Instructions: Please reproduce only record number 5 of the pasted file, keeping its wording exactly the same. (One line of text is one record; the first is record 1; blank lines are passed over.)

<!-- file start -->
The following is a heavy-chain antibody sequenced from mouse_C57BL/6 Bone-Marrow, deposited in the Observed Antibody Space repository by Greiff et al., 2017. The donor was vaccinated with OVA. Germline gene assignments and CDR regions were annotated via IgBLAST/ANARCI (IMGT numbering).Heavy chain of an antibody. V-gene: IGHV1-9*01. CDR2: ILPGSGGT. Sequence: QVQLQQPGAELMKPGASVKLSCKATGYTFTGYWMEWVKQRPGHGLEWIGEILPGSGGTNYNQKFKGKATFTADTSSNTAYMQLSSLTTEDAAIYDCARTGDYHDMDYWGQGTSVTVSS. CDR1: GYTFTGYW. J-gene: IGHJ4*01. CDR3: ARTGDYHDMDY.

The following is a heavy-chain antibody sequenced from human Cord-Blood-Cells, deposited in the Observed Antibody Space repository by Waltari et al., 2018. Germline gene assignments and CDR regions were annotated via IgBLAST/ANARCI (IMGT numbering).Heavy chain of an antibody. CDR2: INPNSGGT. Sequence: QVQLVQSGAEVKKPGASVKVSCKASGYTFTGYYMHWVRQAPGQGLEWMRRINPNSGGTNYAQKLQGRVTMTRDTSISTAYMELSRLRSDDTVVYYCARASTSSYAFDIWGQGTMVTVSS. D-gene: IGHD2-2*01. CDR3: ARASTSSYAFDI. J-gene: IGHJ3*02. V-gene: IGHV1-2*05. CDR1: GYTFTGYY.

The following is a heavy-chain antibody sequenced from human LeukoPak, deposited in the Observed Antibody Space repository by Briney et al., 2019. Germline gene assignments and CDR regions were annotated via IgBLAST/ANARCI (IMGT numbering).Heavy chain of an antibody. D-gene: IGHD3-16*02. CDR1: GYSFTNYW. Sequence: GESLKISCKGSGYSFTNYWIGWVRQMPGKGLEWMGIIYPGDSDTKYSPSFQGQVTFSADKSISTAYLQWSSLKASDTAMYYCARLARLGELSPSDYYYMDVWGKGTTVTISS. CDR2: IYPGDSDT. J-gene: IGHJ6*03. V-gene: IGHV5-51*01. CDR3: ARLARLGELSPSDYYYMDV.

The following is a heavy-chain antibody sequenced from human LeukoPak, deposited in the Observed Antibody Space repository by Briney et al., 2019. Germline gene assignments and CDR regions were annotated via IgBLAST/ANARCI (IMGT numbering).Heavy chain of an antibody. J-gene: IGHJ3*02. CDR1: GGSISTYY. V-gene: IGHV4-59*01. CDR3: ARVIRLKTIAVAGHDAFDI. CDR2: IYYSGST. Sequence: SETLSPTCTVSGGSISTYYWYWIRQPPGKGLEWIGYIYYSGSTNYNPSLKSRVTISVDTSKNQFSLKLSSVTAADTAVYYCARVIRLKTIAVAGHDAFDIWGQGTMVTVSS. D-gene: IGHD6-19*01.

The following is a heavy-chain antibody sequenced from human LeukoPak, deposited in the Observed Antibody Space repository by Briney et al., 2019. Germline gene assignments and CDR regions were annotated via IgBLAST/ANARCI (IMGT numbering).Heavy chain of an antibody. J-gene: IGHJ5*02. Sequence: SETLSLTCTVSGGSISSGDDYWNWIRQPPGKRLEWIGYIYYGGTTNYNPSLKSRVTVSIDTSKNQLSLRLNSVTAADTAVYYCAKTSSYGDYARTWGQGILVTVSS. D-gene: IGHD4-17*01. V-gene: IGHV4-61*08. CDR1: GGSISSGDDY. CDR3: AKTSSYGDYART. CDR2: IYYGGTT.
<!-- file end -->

The following is a heavy-chain antibody sequenced from human LeukoPak, deposited in the Observed Antibody Space repository by Briney et al., 2019. Germline gene assignments and CDR regions were annotated via IgBLAST/ANARCI (IMGT numbering).Heavy chain of an antibody. J-gene: IGHJ5*02. Sequence: SETLSLTCTVSGGSISSGDDYWNWIRQPPGKRLEWIGYIYYGGTTNYNPSLKSRVTVSIDTSKNQLSLRLNSVTAADTAVYYCAKTSSYGDYARTWGQGILVTVSS. D-gene: IGHD4-17*01. V-gene: IGHV4-61*08. CDR1: GGSISSGDDY. CDR3: AKTSSYGDYART. CDR2: IYYGGTT.